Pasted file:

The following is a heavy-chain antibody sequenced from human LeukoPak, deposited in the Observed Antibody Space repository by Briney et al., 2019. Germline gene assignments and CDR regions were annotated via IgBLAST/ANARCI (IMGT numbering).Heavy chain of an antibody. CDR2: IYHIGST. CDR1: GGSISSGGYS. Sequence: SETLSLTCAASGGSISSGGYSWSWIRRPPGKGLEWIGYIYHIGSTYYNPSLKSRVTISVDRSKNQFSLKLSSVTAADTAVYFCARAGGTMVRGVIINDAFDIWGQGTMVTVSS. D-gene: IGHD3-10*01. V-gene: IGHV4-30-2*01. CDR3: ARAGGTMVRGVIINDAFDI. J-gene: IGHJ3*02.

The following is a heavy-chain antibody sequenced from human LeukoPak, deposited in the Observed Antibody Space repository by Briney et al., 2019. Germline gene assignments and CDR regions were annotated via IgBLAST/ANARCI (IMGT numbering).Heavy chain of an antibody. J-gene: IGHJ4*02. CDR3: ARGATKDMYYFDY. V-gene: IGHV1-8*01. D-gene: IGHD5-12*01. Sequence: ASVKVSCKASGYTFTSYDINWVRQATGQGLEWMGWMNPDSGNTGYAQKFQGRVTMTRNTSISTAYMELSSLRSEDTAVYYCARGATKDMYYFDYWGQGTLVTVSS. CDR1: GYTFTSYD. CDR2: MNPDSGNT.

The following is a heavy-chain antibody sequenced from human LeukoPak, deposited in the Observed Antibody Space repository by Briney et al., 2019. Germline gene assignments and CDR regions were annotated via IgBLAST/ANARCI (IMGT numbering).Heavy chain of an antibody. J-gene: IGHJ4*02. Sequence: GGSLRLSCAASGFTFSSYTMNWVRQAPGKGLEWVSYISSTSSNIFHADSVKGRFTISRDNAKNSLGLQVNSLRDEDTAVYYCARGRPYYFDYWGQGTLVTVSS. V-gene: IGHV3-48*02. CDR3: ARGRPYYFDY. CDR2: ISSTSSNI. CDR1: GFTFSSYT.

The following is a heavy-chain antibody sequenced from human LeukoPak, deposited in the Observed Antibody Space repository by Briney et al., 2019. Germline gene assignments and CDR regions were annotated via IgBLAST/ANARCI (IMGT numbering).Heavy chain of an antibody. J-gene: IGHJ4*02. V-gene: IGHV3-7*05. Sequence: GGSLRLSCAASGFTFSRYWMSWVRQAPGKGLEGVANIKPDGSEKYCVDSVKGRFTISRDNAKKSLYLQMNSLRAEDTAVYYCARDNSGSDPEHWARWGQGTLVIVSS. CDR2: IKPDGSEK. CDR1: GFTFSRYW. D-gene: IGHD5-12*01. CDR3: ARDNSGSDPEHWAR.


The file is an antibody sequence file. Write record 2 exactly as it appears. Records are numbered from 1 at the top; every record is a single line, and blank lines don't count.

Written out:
The following is a heavy-chain antibody sequenced from human LeukoPak, deposited in the Observed Antibody Space repository by Briney et al., 2019. Germline gene assignments and CDR regions were annotated via IgBLAST/ANARCI (IMGT numbering).Heavy chain of an antibody. J-gene: IGHJ4*02. CDR3: ARGATKDMYYFDY. V-gene: IGHV1-8*01. D-gene: IGHD5-12*01. Sequence: ASVKVSCKASGYTFTSYDINWVRQATGQGLEWMGWMNPDSGNTGYAQKFQGRVTMTRNTSISTAYMELSSLRSEDTAVYYCARGATKDMYYFDYWGQGTLVTVSS. CDR1: GYTFTSYD. CDR2: MNPDSGNT.